Well, it seems the slower i write, the better i write. Since i ran out of ink in my Pilot Varsitys (disposable fountain style pens) i have had to switch back to ball point. As a result, my writing speed has increased. It is easier to write with ballpoint. The fountain pen is rougher and scratchier, and thereby requires a slower more careful pace. Also, the ink is is lighter in the ballpoint due to the nature of the ink and pen. As a result, i have been writing faster and much sloppier, and it has really been effecting the work. So today, i purposefully started slowing down and writing more carefully. As a result my writing definitely has improved, but by the end of the chapter i can definitely tell that it is slipping again. I really need to get myself another set of Varsitys or other fountain style.
The reality of the human condition and situation becomes darker in the face of this chapter. Here we begin to see the relationships between the siblings. We find that Joseph (Rachael’s older son) is clearly favored by his father and hated by his siblings. He tells his siblings about dreams he had that they and his father would bow down to him, and they become even more bitter and angry.
When they get a chance, a group of his brothers decide to gang up on him and kill him, but Reuben wants to protect him. So Reuben sets up a rescue plan. Unfortunately, at the last minute the other brothers change their mind and decide that money is worth more than blood on their hands, so they sell him as a slave, foiling Reuben’s plans.
Meanwhile; they kill a goat, put the blood on Joseph’s coat, bring it to their father, and allow their father to think that Joseph was killed by wild beasts. Thus their father mourns for Joseph, refuses to be comforted, and almost goes to his own grave. The brothers go on with their lives as if nothing had happened.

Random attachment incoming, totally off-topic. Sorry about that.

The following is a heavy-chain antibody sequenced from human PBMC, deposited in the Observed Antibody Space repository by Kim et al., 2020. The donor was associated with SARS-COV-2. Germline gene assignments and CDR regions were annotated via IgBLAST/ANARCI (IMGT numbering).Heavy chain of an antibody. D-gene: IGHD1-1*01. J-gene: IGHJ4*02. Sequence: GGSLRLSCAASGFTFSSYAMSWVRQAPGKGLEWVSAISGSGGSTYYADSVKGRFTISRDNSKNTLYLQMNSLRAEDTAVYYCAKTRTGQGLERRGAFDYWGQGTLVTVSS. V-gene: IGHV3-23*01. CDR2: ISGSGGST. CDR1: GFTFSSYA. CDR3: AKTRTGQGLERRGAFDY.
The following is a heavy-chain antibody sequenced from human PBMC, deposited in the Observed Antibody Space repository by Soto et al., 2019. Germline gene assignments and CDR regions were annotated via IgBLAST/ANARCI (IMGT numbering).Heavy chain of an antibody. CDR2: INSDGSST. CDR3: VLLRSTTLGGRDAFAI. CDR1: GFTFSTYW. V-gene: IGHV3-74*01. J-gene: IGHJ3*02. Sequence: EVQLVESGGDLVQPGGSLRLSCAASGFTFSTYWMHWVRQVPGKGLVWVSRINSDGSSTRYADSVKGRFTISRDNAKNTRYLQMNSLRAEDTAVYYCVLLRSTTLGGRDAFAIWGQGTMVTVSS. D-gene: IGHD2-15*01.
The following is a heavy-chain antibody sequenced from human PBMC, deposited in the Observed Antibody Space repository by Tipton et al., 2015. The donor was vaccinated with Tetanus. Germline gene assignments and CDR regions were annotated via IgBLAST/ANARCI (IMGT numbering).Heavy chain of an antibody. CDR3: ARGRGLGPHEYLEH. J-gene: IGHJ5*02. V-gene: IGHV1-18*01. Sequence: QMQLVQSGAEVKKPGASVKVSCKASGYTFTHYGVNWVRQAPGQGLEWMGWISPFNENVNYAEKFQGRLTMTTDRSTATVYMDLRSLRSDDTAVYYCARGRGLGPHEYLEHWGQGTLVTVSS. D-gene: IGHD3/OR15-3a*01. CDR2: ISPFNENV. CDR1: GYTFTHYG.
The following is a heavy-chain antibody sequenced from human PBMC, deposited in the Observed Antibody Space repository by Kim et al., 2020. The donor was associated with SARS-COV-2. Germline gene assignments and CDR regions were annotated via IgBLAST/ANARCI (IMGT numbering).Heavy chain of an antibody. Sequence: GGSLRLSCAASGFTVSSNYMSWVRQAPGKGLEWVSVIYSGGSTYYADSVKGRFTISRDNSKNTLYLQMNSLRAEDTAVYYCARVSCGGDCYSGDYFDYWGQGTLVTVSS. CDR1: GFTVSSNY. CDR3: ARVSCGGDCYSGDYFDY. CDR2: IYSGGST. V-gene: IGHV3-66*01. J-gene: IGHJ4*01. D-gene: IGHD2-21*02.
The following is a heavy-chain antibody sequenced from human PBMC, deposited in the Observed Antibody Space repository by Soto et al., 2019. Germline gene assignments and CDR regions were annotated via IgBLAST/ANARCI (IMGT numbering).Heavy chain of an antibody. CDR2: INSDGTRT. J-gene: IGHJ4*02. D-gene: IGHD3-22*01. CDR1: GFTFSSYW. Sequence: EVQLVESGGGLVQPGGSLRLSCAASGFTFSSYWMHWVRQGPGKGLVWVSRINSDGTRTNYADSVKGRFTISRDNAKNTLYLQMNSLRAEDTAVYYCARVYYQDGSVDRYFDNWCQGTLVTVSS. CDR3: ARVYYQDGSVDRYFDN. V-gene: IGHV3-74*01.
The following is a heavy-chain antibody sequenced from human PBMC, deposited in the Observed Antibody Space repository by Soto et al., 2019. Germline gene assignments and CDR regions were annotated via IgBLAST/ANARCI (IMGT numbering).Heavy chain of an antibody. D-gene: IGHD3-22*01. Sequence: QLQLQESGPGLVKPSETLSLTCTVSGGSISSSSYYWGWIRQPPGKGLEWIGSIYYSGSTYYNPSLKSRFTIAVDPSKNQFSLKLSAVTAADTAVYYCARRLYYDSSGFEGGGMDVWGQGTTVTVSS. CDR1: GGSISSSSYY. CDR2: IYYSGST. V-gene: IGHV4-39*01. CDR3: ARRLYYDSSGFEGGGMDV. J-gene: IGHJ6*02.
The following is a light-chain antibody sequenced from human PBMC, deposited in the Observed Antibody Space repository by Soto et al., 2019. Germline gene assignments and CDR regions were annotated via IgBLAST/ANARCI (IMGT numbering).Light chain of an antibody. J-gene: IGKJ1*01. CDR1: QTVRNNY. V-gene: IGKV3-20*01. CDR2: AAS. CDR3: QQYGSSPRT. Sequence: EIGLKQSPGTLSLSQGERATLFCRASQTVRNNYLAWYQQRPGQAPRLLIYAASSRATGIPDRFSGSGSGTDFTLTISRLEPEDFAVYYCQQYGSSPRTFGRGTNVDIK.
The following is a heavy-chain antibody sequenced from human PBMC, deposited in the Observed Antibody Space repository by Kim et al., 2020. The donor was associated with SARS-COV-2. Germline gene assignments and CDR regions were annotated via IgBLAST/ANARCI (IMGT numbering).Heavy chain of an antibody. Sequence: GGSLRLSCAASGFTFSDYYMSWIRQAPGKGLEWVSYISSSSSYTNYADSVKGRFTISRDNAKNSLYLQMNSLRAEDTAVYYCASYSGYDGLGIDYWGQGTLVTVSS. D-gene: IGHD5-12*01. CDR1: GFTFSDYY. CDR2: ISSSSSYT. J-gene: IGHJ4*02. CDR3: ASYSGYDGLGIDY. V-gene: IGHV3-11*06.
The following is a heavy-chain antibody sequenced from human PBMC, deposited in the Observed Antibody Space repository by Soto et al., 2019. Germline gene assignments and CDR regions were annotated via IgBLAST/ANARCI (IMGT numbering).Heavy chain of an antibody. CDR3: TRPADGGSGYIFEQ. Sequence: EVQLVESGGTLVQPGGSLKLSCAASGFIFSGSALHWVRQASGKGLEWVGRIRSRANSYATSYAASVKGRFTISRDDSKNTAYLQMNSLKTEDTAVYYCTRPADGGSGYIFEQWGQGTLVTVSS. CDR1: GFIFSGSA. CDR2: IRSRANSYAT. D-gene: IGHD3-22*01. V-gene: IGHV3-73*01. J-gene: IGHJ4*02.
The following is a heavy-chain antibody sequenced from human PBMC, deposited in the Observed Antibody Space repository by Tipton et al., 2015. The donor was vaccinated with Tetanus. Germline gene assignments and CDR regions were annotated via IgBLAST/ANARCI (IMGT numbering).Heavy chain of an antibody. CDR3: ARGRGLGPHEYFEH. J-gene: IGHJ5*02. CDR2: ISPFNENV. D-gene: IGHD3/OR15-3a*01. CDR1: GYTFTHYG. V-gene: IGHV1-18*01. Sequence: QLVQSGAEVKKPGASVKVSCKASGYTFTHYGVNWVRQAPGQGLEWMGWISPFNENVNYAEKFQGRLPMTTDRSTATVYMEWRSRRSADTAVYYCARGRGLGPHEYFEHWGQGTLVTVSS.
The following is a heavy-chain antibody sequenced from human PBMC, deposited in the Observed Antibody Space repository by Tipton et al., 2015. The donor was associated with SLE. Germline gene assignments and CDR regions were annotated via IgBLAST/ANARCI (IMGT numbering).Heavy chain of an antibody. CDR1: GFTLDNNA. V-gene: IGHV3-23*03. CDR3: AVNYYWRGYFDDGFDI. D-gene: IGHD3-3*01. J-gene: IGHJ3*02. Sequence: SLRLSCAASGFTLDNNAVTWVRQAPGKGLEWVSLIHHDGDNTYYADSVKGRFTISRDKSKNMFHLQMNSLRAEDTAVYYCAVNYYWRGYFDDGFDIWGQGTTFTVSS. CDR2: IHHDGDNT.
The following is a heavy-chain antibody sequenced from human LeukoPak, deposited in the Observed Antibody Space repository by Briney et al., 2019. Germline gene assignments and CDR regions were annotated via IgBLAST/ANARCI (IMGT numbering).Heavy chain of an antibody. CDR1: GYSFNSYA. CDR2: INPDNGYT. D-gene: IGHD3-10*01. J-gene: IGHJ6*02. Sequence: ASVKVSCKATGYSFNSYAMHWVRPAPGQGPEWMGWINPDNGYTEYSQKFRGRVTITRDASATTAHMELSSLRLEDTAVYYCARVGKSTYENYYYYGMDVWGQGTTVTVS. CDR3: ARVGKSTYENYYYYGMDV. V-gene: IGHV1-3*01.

So who are the beasts?
Sorry i missed the day yesterday, in the coming days and weeks i may miss a day or two in a row due to other things going on, but i should be back on track fully after that.
As i went into this chapter, i began to realize that Isaac’s story is much shorter. It seems like i only just started with him, and already he is an old man and Jacob’s story is beginning. Jacob’s name means “supplanter”, and here is where he, with the help and encouragement of his mother, really sees the fruition of that name. The name given to him almost seems as if it becomes his life motto / purpose. It’s funny, because a couple of days ago my friend (and teacher) Fount Shults posted a note on facebook about Death and Life in the Tongue and how what we say has power / influence.
It’s interesting to see the dynamic here between Isaac and his wife Rebekah. Isaac loved Esau and wanted him to be blessed over everyone around him. Rebekah however, favored Jacob. Isaac’s plan was for Esau to gain the honor and blessing, but God had other plans that Isaac was either not aware of, or had ignored. Either way, his plans were not God’s. Back in chapter 25, before the children were born, Rebekah inquired of the LORD about them, and God told her that the younger would be greater, and the older would serve him. Isaac’s plan was the opposite of this. You can see from the chapter that Issac had planned to bless Esau so that Esau would be master over all. He had not planned to reserve any blessing for Jacob at all. That obviously backfired so Jacob got it all.
What about us? Do we fail to check in with God about the plans and blessings we make? Are we so set in what we want that we fail to recognize that that may not be what God is planning to do? I know that i have. I also know that that can lead to some very difficult situations down the road.
One last thing that i wanted to note from going through this chapter today. It’s something that i don’t think i realized before. Rebekah said that she was sending Jacob to her brother Laban’s, and that when Esau’s anger had subsided, she would send for him to come back. We never hear of this happening. As far as we know, Rebekah never sent word to Jacob to return. When he came back he was unsure of Esau’s intent towards him.